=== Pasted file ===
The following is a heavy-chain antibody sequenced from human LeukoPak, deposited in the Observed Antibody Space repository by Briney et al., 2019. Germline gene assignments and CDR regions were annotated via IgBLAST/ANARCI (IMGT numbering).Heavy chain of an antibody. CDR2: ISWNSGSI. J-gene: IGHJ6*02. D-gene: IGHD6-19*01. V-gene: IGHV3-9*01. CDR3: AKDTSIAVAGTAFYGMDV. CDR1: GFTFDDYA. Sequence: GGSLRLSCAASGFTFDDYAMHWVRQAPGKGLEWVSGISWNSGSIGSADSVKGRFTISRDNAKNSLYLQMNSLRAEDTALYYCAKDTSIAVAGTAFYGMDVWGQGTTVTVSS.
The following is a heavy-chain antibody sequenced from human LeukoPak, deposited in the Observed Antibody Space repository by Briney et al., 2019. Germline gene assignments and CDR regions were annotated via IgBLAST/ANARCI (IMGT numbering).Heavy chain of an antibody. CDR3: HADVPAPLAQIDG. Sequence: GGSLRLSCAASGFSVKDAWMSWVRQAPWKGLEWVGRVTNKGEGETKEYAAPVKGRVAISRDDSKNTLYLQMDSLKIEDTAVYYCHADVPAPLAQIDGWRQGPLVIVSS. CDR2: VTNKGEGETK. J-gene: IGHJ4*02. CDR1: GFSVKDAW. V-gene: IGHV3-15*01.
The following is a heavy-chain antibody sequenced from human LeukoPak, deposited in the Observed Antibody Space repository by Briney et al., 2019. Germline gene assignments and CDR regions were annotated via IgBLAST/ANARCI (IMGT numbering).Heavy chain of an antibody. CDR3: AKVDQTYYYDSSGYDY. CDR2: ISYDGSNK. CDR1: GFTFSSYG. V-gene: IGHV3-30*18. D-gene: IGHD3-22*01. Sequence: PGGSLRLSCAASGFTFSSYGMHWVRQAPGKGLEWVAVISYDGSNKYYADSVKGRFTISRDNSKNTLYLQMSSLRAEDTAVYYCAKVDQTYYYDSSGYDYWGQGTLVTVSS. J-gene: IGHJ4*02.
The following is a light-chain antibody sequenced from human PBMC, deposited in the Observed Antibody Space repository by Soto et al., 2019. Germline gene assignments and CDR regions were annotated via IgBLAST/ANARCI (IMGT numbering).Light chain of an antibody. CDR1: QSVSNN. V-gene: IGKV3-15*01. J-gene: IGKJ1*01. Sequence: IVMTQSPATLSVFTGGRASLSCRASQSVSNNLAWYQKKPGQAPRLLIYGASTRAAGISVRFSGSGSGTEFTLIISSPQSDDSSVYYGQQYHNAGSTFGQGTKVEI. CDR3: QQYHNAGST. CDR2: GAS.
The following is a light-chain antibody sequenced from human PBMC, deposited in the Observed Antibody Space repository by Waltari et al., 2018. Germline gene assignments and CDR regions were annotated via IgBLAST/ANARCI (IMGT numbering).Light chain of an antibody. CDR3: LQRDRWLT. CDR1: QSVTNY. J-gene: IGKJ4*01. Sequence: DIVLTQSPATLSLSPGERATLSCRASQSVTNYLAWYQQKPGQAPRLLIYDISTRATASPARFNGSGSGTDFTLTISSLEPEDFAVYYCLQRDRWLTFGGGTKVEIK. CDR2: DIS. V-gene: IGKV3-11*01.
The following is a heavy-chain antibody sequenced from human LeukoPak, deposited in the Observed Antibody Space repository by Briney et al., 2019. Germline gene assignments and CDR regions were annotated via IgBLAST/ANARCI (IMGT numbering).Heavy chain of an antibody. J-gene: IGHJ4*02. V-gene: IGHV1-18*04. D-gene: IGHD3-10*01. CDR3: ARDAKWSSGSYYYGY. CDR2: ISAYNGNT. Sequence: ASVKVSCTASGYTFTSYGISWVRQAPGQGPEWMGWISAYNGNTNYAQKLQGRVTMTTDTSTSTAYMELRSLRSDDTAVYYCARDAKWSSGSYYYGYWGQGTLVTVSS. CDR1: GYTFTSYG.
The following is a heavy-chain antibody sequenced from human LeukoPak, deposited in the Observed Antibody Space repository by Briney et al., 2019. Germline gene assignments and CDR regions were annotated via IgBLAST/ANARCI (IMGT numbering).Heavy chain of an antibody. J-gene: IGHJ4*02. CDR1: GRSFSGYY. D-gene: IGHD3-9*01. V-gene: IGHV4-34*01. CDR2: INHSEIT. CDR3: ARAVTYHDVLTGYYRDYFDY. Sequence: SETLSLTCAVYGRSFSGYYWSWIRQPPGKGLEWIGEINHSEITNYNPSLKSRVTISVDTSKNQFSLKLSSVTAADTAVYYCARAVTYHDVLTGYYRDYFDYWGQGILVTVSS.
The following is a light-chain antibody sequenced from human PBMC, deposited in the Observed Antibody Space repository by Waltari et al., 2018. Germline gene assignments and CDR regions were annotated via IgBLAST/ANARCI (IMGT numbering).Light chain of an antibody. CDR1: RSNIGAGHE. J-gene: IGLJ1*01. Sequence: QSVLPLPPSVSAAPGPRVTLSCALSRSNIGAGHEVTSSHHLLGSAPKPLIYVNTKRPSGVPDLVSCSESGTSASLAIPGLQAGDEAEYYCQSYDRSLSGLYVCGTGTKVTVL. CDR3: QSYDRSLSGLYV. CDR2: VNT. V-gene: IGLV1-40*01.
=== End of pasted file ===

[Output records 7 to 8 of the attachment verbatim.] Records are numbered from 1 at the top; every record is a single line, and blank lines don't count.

The following is a heavy-chain antibody sequenced from human LeukoPak, deposited in the Observed Antibody Space repository by Briney et al., 2019. Germline gene assignments and CDR regions were annotated via IgBLAST/ANARCI (IMGT numbering).Heavy chain of an antibody. J-gene: IGHJ4*02. CDR1: GRSFSGYY. D-gene: IGHD3-9*01. V-gene: IGHV4-34*01. CDR2: INHSEIT. CDR3: ARAVTYHDVLTGYYRDYFDY. Sequence: SETLSLTCAVYGRSFSGYYWSWIRQPPGKGLEWIGEINHSEITNYNPSLKSRVTISVDTSKNQFSLKLSSVTAADTAVYYCARAVTYHDVLTGYYRDYFDYWGQGILVTVSS.
The following is a light-chain antibody sequenced from human PBMC, deposited in the Observed Antibody Space repository by Waltari et al., 2018. Germline gene assignments and CDR regions were annotated via IgBLAST/ANARCI (IMGT numbering).Light chain of an antibody. CDR1: RSNIGAGHE. J-gene: IGLJ1*01. Sequence: QSVLPLPPSVSAAPGPRVTLSCALSRSNIGAGHEVTSSHHLLGSAPKPLIYVNTKRPSGVPDLVSCSESGTSASLAIPGLQAGDEAEYYCQSYDRSLSGLYVCGTGTKVTVL. CDR3: QSYDRSLSGLYV. CDR2: VNT. V-gene: IGLV1-40*01.